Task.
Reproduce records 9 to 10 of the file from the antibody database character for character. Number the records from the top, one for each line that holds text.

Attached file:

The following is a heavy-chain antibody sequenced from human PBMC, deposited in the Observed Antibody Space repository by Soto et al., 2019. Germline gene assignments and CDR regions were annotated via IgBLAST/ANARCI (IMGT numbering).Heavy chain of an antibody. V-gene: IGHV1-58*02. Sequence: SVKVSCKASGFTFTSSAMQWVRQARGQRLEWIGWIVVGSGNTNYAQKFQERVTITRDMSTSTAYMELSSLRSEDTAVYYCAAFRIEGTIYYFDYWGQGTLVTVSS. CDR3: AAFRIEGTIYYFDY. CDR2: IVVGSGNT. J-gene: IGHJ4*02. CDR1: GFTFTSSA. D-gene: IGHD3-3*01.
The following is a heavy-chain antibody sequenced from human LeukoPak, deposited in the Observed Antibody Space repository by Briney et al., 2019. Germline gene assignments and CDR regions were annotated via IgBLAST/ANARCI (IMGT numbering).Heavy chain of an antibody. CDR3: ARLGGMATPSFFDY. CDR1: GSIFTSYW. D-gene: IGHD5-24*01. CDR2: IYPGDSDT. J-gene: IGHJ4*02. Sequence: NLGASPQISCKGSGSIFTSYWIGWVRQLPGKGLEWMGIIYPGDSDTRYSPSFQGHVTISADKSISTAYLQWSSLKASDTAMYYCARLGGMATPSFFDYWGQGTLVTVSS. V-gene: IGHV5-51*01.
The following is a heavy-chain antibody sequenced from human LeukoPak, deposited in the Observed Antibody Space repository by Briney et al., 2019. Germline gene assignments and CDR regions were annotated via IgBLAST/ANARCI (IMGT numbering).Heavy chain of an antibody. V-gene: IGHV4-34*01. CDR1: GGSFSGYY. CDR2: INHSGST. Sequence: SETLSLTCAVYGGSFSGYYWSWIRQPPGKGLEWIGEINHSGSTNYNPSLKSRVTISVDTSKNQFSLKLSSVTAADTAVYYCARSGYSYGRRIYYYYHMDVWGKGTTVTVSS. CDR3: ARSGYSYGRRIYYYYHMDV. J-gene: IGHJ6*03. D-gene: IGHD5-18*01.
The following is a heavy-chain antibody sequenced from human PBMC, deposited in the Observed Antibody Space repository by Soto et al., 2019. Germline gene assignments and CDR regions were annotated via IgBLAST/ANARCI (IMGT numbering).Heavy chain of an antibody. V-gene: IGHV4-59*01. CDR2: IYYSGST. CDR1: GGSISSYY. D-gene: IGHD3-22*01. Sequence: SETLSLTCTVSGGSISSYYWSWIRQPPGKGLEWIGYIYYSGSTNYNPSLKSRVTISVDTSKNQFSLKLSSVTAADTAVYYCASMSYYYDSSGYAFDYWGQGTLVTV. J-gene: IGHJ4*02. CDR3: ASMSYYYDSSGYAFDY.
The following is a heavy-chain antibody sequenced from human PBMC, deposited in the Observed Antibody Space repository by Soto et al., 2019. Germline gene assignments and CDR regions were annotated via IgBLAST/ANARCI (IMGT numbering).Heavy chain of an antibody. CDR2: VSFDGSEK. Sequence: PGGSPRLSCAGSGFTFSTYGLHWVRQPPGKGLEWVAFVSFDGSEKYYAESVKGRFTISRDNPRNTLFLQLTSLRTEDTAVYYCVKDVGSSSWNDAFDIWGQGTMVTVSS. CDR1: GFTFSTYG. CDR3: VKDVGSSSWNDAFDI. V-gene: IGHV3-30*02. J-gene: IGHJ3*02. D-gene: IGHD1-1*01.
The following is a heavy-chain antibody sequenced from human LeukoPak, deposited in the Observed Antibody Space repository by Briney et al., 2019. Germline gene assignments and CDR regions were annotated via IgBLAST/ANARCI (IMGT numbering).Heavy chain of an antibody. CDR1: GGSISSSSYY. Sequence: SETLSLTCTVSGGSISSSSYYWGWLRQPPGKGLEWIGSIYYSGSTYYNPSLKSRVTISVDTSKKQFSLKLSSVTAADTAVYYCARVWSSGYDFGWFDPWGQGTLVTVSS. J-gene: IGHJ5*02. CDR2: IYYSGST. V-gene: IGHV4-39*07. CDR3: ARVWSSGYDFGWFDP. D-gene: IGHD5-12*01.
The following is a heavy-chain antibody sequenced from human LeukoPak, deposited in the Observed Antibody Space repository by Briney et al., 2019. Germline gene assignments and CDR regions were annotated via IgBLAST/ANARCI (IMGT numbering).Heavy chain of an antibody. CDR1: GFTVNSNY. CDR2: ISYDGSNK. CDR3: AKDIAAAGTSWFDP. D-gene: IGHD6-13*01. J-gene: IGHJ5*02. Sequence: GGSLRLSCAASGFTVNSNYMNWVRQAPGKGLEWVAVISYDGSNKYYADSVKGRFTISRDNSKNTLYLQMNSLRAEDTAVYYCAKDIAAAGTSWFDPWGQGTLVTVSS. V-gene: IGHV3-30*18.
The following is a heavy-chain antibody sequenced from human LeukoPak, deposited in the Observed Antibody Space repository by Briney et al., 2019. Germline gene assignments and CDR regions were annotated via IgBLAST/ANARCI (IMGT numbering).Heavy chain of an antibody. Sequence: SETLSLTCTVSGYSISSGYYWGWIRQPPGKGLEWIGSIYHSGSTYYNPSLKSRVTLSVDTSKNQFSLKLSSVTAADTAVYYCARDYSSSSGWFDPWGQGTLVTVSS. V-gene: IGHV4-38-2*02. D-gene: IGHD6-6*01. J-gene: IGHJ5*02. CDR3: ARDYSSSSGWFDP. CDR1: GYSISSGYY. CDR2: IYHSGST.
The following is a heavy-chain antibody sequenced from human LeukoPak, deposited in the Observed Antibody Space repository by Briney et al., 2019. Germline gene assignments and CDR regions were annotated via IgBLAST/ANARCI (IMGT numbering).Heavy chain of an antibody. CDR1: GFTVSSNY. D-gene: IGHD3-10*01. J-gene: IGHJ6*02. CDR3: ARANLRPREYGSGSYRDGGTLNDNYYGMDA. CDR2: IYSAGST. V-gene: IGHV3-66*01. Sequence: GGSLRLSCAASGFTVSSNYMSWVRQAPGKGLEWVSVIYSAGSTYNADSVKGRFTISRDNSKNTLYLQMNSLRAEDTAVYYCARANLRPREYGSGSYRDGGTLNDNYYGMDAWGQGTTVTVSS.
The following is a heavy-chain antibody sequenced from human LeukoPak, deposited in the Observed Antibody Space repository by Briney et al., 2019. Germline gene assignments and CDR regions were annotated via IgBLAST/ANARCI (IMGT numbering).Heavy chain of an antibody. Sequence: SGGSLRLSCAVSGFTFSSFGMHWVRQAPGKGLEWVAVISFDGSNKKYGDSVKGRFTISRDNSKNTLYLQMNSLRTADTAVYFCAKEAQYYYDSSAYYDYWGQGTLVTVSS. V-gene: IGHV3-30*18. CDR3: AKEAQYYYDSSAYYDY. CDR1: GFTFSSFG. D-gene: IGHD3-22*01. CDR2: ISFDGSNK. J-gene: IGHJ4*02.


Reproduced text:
The following is a heavy-chain antibody sequenced from human LeukoPak, deposited in the Observed Antibody Space repository by Briney et al., 2019. Germline gene assignments and CDR regions were annotated via IgBLAST/ANARCI (IMGT numbering).Heavy chain of an antibody. CDR1: GFTVSSNY. D-gene: IGHD3-10*01. J-gene: IGHJ6*02. CDR3: ARANLRPREYGSGSYRDGGTLNDNYYGMDA. CDR2: IYSAGST. V-gene: IGHV3-66*01. Sequence: GGSLRLSCAASGFTVSSNYMSWVRQAPGKGLEWVSVIYSAGSTYNADSVKGRFTISRDNSKNTLYLQMNSLRAEDTAVYYCARANLRPREYGSGSYRDGGTLNDNYYGMDAWGQGTTVTVSS.
The following is a heavy-chain antibody sequenced from human LeukoPak, deposited in the Observed Antibody Space repository by Briney et al., 2019. Germline gene assignments and CDR regions were annotated via IgBLAST/ANARCI (IMGT numbering).Heavy chain of an antibody. Sequence: SGGSLRLSCAVSGFTFSSFGMHWVRQAPGKGLEWVAVISFDGSNKKYGDSVKGRFTISRDNSKNTLYLQMNSLRTADTAVYFCAKEAQYYYDSSAYYDYWGQGTLVTVSS. V-gene: IGHV3-30*18. CDR3: AKEAQYYYDSSAYYDY. CDR1: GFTFSSFG. D-gene: IGHD3-22*01. CDR2: ISFDGSNK. J-gene: IGHJ4*02.